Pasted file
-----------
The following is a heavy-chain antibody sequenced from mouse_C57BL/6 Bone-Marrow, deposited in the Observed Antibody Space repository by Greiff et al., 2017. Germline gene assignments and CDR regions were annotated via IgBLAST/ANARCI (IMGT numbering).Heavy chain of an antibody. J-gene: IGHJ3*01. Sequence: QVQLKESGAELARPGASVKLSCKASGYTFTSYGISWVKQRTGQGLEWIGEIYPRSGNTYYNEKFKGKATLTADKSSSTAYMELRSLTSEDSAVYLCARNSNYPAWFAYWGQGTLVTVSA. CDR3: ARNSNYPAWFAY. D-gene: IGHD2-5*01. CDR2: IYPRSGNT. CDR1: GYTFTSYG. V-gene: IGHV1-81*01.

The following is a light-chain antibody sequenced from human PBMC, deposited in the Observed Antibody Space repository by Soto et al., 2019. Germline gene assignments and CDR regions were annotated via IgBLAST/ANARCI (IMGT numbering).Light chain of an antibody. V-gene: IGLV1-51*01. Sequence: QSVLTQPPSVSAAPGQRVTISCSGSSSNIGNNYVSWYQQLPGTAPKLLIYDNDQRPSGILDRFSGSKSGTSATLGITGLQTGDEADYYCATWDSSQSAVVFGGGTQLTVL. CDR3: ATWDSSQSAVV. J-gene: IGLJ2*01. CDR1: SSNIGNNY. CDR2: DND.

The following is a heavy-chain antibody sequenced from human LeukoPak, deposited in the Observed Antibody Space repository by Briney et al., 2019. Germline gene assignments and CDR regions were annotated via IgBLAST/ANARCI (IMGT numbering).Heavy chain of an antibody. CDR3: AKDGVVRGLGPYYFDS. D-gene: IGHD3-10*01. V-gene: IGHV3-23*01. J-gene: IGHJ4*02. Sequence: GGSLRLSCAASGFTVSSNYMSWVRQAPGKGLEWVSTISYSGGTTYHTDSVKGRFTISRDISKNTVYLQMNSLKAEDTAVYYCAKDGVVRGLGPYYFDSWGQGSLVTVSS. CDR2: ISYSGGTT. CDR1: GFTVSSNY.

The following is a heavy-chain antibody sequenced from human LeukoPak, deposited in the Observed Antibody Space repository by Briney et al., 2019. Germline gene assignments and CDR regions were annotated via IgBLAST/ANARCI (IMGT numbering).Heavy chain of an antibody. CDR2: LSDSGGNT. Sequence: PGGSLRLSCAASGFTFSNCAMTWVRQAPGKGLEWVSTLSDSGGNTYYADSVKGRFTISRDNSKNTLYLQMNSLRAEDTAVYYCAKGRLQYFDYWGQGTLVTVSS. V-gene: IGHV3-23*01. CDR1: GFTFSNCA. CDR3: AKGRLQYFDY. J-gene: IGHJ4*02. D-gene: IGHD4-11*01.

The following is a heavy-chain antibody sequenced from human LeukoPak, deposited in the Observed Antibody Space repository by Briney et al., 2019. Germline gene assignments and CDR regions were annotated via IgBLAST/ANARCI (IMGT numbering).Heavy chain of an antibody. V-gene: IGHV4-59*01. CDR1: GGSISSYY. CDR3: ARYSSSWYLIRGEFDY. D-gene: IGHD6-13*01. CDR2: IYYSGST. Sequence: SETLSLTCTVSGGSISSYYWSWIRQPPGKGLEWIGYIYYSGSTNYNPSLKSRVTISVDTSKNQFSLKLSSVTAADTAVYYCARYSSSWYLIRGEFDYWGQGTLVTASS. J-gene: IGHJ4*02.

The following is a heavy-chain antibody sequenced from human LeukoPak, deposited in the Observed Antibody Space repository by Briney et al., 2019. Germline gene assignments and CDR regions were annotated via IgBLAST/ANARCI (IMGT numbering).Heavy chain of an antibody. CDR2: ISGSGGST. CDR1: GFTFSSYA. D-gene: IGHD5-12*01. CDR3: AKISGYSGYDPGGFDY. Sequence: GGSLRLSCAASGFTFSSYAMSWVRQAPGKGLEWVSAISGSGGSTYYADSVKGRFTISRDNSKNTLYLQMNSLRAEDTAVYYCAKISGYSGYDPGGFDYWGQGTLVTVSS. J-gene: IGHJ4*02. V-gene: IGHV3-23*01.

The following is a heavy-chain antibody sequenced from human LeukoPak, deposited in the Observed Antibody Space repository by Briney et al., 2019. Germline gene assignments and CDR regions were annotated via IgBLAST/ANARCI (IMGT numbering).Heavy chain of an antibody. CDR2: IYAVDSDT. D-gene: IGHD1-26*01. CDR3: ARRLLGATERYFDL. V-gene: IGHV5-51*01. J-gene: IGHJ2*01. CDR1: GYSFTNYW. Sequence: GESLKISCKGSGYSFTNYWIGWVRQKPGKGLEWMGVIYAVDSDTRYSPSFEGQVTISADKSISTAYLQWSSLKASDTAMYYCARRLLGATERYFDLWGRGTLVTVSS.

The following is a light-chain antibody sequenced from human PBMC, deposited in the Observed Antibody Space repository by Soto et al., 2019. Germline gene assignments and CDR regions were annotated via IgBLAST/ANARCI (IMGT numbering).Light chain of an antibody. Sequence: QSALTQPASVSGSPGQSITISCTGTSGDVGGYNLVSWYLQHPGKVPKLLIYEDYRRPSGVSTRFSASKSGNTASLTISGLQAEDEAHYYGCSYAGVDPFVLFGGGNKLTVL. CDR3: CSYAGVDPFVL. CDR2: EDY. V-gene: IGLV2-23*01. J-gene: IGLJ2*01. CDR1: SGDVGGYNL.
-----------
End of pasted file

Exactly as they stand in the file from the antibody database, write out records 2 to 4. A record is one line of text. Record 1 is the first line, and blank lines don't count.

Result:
The following is a light-chain antibody sequenced from human PBMC, deposited in the Observed Antibody Space repository by Soto et al., 2019. Germline gene assignments and CDR regions were annotated via IgBLAST/ANARCI (IMGT numbering).Light chain of an antibody. V-gene: IGLV1-51*01. Sequence: QSVLTQPPSVSAAPGQRVTISCSGSSSNIGNNYVSWYQQLPGTAPKLLIYDNDQRPSGILDRFSGSKSGTSATLGITGLQTGDEADYYCATWDSSQSAVVFGGGTQLTVL. CDR3: ATWDSSQSAVV. J-gene: IGLJ2*01. CDR1: SSNIGNNY. CDR2: DND.

The following is a heavy-chain antibody sequenced from human LeukoPak, deposited in the Observed Antibody Space repository by Briney et al., 2019. Germline gene assignments and CDR regions were annotated via IgBLAST/ANARCI (IMGT numbering).Heavy chain of an antibody. CDR3: AKDGVVRGLGPYYFDS. D-gene: IGHD3-10*01. V-gene: IGHV3-23*01. J-gene: IGHJ4*02. Sequence: GGSLRLSCAASGFTVSSNYMSWVRQAPGKGLEWVSTISYSGGTTYHTDSVKGRFTISRDISKNTVYLQMNSLKAEDTAVYYCAKDGVVRGLGPYYFDSWGQGSLVTVSS. CDR2: ISYSGGTT. CDR1: GFTVSSNY.

The following is a heavy-chain antibody sequenced from human LeukoPak, deposited in the Observed Antibody Space repository by Briney et al., 2019. Germline gene assignments and CDR regions were annotated via IgBLAST/ANARCI (IMGT numbering).Heavy chain of an antibody. CDR2: LSDSGGNT. Sequence: PGGSLRLSCAASGFTFSNCAMTWVRQAPGKGLEWVSTLSDSGGNTYYADSVKGRFTISRDNSKNTLYLQMNSLRAEDTAVYYCAKGRLQYFDYWGQGTLVTVSS. V-gene: IGHV3-23*01. CDR1: GFTFSNCA. CDR3: AKGRLQYFDY. J-gene: IGHJ4*02. D-gene: IGHD4-11*01.